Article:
There have been a number of pictures of Secretary of State John Kerry in the news this past week. He was thrown from his bicycle and broke his leg in the process.
I was studying a picture of him, thinking how distinguished he looks, and how his face gives off a sense of intelligence and diplomacy. At the same time, however, I realize that some in the news media would say that his appearance is horsey.
That is to say, his long face gives the appearance of a horse characteristic. It’s true. There is an equine look to someone with a long face. It’s not a negative or positive statement. It is neutral. It simply means that John Kerry has a long face…just like Abraham Lincoln.
You can measure it…and you will find that his face is considerably longer than that of the “average” person…whoever that may be. There are people with short faces, fat faces, skinny faces, round faces, and every other characteristic one could imagine. It says nothing about their intelligence, class, capabilities, or lack thereof.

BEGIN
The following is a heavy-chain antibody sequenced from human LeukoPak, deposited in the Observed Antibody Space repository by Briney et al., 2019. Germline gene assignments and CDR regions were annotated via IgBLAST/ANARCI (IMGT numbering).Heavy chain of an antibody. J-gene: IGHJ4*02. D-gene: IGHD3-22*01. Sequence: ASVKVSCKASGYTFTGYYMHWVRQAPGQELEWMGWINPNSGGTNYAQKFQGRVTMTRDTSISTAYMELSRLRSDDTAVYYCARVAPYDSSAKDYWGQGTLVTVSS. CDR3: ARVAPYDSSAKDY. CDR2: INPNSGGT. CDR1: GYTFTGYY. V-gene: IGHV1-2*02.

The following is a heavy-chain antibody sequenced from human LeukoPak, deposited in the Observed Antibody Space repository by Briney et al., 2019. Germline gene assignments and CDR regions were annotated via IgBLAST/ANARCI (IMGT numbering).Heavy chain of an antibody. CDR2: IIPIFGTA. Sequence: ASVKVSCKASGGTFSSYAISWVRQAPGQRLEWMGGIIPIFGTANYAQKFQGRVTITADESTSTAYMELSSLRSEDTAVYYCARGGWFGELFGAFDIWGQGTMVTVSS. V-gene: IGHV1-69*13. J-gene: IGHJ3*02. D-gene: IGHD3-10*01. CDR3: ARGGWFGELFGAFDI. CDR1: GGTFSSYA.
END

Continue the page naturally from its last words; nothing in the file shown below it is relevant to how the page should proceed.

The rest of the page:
I suppose that it someone wanted to make fun of John Kerry or someone else with an elongated face, it would be possible to turn the term horsey into a pejorative comment. Just like people made fun of Jimmy Carter’s large teeth, and Bill Clinton’s hair (or his girth.) People like George W. Bush are said to have beady eyes. Ronald Reagan had a sculpted face. FDR had an elevated chin, like most privileged people. They are all terms used in caricatures (exaggerated cartoons) of famous people.
Horsey (Bryan Garner says it should be spelled horsy) is a word that, under normal circumstances, doesn’t carry any judgments with it. But a journalist with a comical flair can make a lot out of it, should that be an intent. But it’s not something that a public figure should lose sleep over. For the most part, it is just descriptive.
However, if someone is described as resembling a “pig with lipstick,” a “weasel-like appearance, ” or a “rat face” there is no question that the describer is making a comment. Each carries some baggage with it.
Photo Credit: Washington Post